By NEIL HARTNELL
Tribune Business Editor
The 22 per cent reduction in the Government's first quarter deficit was "exactly what we want to see", a governance reformer said yesterday, while warning celebrations are premature.
Robert Myers, a principal with the Organisation for Responsible Governance (ORG), told Tribune Business that while the $18.9 million year-over-year narrowing was a start, it was "not enough to jump up and down over" yet.
He took encouragement, though, from the fact spending was down by $17.1 million, while revenue was ahead slightly by $1.7 million, as signs that the Minnis administration was "going in the right direction" with its fiscal management.
"That's exactly what we want to see," Mr Myers said of the reduced deficit for the three months to end-September. "The two [revenue and spending] are going in the the right direction, with one going up and the other down.
"To see government expenditure going down by $17 million, and revenue up by almost $2 million, it's a snapshot that things are going in the right direction. If we see that happen in the next quarter, we will have even more confidence their measures are working, and that will cause consumer and investor confidence to rise.
"It's encouraging if it's a net decrease of almost $19 million. It's not enough to jump up and down about, but it's certainly a good start. We've got to hope they continue to do that."
The Central Bank, in its monthly economic report for October 2017, said the 2017-2018 first quarter deficit had dropped to $65.6 million against its counterpart from the previous year.
"During the first quarter of fiscal year 2017-2018, the deficit narrowed by $18.9 million (22.3 per cent) to an estimated $65.6 million, when compared to the same period last year," the regulator added.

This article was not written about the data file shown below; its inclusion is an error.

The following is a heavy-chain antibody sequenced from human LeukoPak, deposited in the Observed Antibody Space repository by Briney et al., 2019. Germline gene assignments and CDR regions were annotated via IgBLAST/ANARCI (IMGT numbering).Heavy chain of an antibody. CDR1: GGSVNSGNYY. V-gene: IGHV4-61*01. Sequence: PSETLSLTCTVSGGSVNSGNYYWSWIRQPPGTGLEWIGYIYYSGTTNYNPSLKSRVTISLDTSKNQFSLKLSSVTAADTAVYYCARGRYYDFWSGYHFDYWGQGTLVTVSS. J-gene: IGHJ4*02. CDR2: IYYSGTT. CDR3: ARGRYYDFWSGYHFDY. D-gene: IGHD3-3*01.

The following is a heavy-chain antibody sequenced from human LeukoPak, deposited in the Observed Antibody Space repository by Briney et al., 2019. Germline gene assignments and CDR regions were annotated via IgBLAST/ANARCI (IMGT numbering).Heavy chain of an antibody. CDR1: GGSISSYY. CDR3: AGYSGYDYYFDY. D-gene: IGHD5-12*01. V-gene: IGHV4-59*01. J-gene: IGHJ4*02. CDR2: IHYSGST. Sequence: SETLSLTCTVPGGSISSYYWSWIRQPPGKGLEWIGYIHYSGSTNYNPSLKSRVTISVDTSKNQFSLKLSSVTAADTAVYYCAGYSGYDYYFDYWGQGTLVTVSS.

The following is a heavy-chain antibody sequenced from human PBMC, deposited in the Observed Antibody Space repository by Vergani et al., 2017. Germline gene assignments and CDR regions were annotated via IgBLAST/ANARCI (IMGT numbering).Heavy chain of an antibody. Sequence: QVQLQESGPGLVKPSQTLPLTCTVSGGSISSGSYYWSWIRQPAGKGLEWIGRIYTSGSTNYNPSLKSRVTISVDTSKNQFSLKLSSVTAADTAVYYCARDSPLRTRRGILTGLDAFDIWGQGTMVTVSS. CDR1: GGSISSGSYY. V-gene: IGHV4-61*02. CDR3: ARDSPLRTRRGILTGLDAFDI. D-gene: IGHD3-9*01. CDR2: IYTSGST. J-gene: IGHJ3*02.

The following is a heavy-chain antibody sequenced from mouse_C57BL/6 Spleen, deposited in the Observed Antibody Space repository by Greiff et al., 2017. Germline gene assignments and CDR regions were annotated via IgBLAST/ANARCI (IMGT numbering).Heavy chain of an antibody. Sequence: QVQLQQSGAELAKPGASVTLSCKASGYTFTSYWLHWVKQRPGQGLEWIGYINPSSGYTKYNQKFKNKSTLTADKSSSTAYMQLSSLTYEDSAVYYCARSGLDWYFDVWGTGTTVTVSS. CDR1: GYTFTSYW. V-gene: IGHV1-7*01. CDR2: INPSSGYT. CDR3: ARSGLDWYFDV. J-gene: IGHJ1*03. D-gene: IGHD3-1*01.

"Underlying this development was a $17.1 million (3.2 per cent) decrease in total expenditure to $517.7 million, together with a $1.7 million (0.4 per cent) increase in revenue to $452.2 million."
A deeper look at the Central Bank data showed that the spending reduction was linked entirely to reduced capital spending on infrastructure-type projects, as this "almost-halved" to $34.4 million.
"In particular, infrastructure-related expenditure contracted by $22.6 million (45.4 per cent), as a number of roadwork and coastal protection projects were concluded," the Central Bank said. "Similarly, the acquisition of assets was $8.2 million lower, reflecting in part reduced investments in land."
However, the Government's recurrent spending, which accounts for its fixed-costs such as wages and rents, and is the more important component to get under control, jumped by $13.7 million or 2.9 per cent to $483.4 million.
Identifying the major culprits, the Central Bank said there was "a $25 million (10.4 per cent) expansion in consumption outlays, due to a $16.7 million (9.7 per cent) increase in payments for wages and salaries, and growth in purchases of goods and services by $8.3 million (12.3 per cent).
"However, transfer payments decreased by $11.2 million (4.9 per cent) to $218.2 million, underpinned by a contraction in subsidies and 'other' transfers, particularly related to healthcare services."
Mr Myers questioned the increase in wages and salaries, given the Government's announced hiring freeze, and suggested the rise may have resulted from commitments entered into by the former Christie administration.
On the revenue front, the Central Bank said there was a $15.5 million or 3.9 per cent increase in tax receipts, driven largely by improvements in motor vehicle licensing and business/professional fees.